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Dr. Martin Luther King, Jr.

“As long as the mind is enslaved, the body can never be free.  Psychological freedom – a firm sense of self-esteem – is the most powerful weapon against the long night of physical slavery,’’ expressed Reverend Martin Luther King Jr. – ‘Where Do We Go From Here’ – August 16th 1967, The Southern Christian Leadership Conference in Atlanta, GA.

During war, various tactics are usually utilized to accomplish similar results. Sometimes passive resistance will be called upon, while at others confrontational aggression will work better.

Even though many Amerikkkanized-Afrikans did not agree with King’s ‘turn-the-other-cheek’ stance towards their savage oppressors who were terrorizing them  – most maintain that he was a very courageous man who stood on the front-lines and died for his people.

Yet, the main-stream media and public fool [school] system continuously keeps the Southern-born [1.15.29] and raised preacher stuck in a certain time-frame by displaying the words – ‘I have a dream’ – next to any pictures of the Civil Rights leader – alluding to the dissertation he delivered at The March On Washington August 16th 1963 in D.C.

Very little mention is made of some of his more revolutionary messages delivered towards the end of his physical existance – April 4th 1968.

“He didn’t just have a dream – a dreamer sleeps and dreams – he made changes, and had a struggle he was prepared to give his life for!” determined Dr. Leonard Jeffries – Chairman of Afrikana Studies @ CUNY.

Although King had been active within his community since he was a youth, he rose to national prominence after the monumental Montgomery Bus Boycott which kicked-off December 5th, 4 days after Rosa Parks’ defiant stance.  He’d continue pushing on for change throughout the 1960s as well.

“For years I labored with the idea of reforming the existing institutions of the society, a little change here, a little change there.  Now I feel quite differently.  I think you’ve got to have a reconstruction of the entire society, a revolution of values.”  – M.L. King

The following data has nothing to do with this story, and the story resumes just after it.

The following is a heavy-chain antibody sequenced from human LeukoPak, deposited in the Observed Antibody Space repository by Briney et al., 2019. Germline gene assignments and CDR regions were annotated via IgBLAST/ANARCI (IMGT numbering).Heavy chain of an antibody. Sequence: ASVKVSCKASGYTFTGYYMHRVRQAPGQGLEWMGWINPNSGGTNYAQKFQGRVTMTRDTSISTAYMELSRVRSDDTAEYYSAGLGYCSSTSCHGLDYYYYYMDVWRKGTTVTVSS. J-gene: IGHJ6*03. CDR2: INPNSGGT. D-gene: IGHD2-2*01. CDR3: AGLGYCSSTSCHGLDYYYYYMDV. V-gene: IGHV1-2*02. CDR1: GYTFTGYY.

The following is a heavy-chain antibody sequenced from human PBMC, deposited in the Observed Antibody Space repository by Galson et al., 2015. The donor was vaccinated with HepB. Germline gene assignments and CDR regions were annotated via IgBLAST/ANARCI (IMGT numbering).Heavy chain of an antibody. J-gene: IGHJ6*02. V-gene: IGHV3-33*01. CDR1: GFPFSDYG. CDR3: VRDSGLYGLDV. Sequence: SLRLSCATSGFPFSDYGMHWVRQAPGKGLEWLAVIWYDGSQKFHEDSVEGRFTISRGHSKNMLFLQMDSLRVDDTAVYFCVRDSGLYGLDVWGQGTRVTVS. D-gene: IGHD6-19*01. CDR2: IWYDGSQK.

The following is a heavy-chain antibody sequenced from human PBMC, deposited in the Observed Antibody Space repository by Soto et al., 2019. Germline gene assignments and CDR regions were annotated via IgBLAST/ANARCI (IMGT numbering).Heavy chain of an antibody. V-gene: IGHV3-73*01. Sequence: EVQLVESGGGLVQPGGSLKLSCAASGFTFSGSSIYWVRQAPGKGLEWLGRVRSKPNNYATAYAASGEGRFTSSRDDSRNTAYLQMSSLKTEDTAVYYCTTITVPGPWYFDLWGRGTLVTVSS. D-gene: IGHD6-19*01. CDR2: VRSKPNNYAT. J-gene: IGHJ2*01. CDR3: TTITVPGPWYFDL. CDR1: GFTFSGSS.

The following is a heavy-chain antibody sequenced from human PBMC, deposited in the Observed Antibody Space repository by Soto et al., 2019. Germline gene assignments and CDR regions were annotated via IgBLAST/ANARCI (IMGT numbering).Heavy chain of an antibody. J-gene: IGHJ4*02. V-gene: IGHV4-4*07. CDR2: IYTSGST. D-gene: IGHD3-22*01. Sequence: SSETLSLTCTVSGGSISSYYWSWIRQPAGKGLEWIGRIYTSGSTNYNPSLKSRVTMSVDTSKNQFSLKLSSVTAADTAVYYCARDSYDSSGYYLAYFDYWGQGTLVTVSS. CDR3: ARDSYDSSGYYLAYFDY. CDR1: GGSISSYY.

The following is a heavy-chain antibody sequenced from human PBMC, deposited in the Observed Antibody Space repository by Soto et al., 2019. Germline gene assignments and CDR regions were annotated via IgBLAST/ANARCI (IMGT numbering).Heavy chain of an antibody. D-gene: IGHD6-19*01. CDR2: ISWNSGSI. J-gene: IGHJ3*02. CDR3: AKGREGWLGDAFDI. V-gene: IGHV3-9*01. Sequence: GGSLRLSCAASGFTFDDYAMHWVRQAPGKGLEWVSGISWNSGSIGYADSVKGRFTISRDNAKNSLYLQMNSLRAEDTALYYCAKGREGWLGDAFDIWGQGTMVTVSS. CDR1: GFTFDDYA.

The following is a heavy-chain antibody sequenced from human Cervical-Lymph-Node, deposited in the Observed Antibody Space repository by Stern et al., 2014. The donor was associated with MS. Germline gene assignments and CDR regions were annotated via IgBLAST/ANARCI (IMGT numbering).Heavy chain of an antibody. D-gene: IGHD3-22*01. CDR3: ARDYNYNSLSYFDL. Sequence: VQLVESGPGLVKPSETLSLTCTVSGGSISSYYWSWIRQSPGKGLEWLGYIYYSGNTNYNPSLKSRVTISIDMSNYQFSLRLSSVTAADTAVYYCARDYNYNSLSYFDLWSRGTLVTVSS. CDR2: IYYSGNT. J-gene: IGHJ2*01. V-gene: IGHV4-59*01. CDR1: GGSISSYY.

While at Morehouse College during the 1940s, King studied Mahatma Ghandi’s suuccessful serene stance against the British colonizers in India, and later utilized it as a blueprit for his own struggles here in the wilderness of North Amerikkka.  His message was not ‘turn the other cheek’ in the face of adversity to submit, but rather to maintain discipline and stand up and rise above it.

Although some labeled King as being compromising, others argue that he was one of the most violent Black men Amerikkka has ever produced – as the 1964 Noble Peace Prize winner was considered to be an agitator and nonconformist, because of the countless public riots, bombings and killings; caused by his presence.

“There is something strangely inconsistent about a nation and a press that would praise you when you say, ‘Be nonviolent toward Jim Crow,’ but will curse and damn you when you say, ‘Be nonviolent toward little brown Vietnamese children.’ There is something wrong with that press.” – King assessed.

Also, by utilizing the media as a weapon, King displayed some of the atrocities Amerikkkanized-Afrikans were enduring from their oppressers – for the whole world to witness.